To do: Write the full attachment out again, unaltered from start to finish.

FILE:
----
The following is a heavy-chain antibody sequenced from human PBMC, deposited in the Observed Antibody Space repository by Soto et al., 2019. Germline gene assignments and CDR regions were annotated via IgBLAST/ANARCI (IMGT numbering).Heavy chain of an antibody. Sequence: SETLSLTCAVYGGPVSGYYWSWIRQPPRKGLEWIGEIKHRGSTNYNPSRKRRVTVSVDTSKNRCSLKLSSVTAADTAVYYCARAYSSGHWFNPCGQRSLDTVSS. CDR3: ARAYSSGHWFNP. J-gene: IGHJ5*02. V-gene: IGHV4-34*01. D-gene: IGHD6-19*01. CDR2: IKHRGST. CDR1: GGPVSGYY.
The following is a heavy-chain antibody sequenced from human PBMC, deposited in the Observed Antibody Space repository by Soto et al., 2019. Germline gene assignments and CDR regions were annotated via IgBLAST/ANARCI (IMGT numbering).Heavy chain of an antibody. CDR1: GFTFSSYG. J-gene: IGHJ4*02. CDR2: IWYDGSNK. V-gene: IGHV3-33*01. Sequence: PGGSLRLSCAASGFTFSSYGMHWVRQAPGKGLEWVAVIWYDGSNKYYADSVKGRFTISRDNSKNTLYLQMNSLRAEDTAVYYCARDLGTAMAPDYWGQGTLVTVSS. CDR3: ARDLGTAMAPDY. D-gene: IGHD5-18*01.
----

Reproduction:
The following is a heavy-chain antibody sequenced from human PBMC, deposited in the Observed Antibody Space repository by Soto et al., 2019. Germline gene assignments and CDR regions were annotated via IgBLAST/ANARCI (IMGT numbering).Heavy chain of an antibody. Sequence: SETLSLTCAVYGGPVSGYYWSWIRQPPRKGLEWIGEIKHRGSTNYNPSRKRRVTVSVDTSKNRCSLKLSSVTAADTAVYYCARAYSSGHWFNPCGQRSLDTVSS. CDR3: ARAYSSGHWFNP. J-gene: IGHJ5*02. V-gene: IGHV4-34*01. D-gene: IGHD6-19*01. CDR2: IKHRGST. CDR1: GGPVSGYY.
The following is a heavy-chain antibody sequenced from human PBMC, deposited in the Observed Antibody Space repository by Soto et al., 2019. Germline gene assignments and CDR regions were annotated via IgBLAST/ANARCI (IMGT numbering).Heavy chain of an antibody. CDR1: GFTFSSYG. J-gene: IGHJ4*02. CDR2: IWYDGSNK. V-gene: IGHV3-33*01. Sequence: PGGSLRLSCAASGFTFSSYGMHWVRQAPGKGLEWVAVIWYDGSNKYYADSVKGRFTISRDNSKNTLYLQMNSLRAEDTAVYYCARDLGTAMAPDYWGQGTLVTVSS. CDR3: ARDLGTAMAPDY. D-gene: IGHD5-18*01.